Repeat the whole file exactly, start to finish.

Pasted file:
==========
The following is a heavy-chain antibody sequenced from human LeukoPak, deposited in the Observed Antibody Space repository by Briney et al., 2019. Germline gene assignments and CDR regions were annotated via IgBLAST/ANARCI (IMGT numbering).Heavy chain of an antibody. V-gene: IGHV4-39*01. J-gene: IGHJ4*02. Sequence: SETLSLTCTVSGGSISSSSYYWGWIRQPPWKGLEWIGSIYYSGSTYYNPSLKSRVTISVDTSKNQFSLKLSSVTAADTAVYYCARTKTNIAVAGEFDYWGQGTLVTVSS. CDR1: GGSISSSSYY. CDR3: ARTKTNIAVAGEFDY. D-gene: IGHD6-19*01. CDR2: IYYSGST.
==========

The following is a heavy-chain antibody sequenced from human LeukoPak, deposited in the Observed Antibody Space repository by Briney et al., 2019. Germline gene assignments and CDR regions were annotated via IgBLAST/ANARCI (IMGT numbering).Heavy chain of an antibody. V-gene: IGHV4-39*01. J-gene: IGHJ4*02. Sequence: SETLSLTCTVSGGSISSSSYYWGWIRQPPWKGLEWIGSIYYSGSTYYNPSLKSRVTISVDTSKNQFSLKLSSVTAADTAVYYCARTKTNIAVAGEFDYWGQGTLVTVSS. CDR1: GGSISSSSYY. CDR3: ARTKTNIAVAGEFDY. D-gene: IGHD6-19*01. CDR2: IYYSGST.